By KATHY BARKS HOFFMAN
Sharon Donovan is excited she'll likely be able to afford health insurance now that the heart of the federal health care overhaul has been largely upheld.
The 53-year-old Ann Arbor artist is among moderate-income Americans eligible for a government subsidy to help them buy health insurance after the U.S. Supreme Court ruled Thursday.
More Michigan residents also will be covered by Medicaid.
Michigan will have to set up a website where individuals and small business owners could comparison shop for insurance starting in 2014.
It may have to partner with the federal government because time's running out to set up its own health insurance exchange.
Ronald Katz of Huntington Woods says he's pleased his 21-year-old son now will be able to remain on his health insurance until he's 26.
Meanwhile, the Michigan Chamber of Commerce says the decision by the U.S. Supreme Court to largely uphold the federal health care overhaul is "a sad day."
Chamber Senior Vice President Jim Holcomb said in a statement Thursday that he remains hopeful "the new Congress will work to repeal and replace the law with measures to control costs and improve quality."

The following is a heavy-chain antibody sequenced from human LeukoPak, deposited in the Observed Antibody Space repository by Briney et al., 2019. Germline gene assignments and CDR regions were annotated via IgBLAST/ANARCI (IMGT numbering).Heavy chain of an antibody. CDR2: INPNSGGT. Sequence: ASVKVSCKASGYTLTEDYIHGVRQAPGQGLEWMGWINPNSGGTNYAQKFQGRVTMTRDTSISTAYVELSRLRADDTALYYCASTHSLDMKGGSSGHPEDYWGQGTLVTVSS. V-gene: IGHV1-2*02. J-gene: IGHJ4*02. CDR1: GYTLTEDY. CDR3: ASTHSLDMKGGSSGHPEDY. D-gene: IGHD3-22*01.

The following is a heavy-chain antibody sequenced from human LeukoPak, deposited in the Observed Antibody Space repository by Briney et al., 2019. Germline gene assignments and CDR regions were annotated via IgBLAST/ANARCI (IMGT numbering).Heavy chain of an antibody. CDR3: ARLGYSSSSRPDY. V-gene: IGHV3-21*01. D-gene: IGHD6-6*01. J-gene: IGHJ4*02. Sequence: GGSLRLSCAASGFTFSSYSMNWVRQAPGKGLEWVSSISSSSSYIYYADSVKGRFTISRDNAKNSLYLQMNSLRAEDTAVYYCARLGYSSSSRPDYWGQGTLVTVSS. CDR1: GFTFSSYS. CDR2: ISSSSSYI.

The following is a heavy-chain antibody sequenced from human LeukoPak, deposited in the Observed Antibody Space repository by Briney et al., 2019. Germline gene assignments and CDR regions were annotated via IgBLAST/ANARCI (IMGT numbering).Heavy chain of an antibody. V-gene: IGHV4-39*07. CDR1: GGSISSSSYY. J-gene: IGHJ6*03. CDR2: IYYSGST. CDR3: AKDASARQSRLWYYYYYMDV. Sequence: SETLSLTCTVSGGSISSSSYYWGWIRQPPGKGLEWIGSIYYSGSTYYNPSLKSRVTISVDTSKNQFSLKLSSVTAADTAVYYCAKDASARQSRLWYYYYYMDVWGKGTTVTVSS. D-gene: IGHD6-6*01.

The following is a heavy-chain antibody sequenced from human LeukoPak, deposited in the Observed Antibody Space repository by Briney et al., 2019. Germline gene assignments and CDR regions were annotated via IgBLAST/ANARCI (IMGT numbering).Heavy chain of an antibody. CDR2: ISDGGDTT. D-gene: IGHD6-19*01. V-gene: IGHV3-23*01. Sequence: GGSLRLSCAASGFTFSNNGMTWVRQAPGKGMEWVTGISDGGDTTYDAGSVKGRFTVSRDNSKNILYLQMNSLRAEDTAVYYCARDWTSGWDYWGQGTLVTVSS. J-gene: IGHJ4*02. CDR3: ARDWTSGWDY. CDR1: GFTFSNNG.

Among Michigan's congressional members, Democrats such as Rep. Sander Levin of Royal Oak applauded the decision while Republicans such as Rep. Dave Camp of Midland objected to it.
Sixty-year-old retiree Mark Derrick of Livonia says he's afraid the law might cause some companies to cut back on the health care coverage they offer employees. Others welcomed the decision.
The Michigan Health and Hospital Association says hospitals are reviewing the ruling.
Here is a look at where Michigan stands on implementing President Barack Obama's federal health care overhaul, which the Supreme Court ruled Thursday can go forward:
NUMBER OF UNINSURED: 1.27 million Michigan residents are uninsured, about 13 percent of the population.
WHERE THE STATE STANDS: The Department of Licensing and Regulatory Affairs has been working to set up an online health insurance marketplace, but has had limited success because House Republicans have refused to let it use $9.8 million in federal planning money. Because of looming federal deadlines to have the health insurance exchange in place, state officials have been planning for a state-run exchange while also talking to federal officials about partnering with a federal exchange where the state handles just some responsibilities, such as customer service.
Copyright 2012 by The Associated Press. All rights reserved.
A look at the federal health care law in Michigan: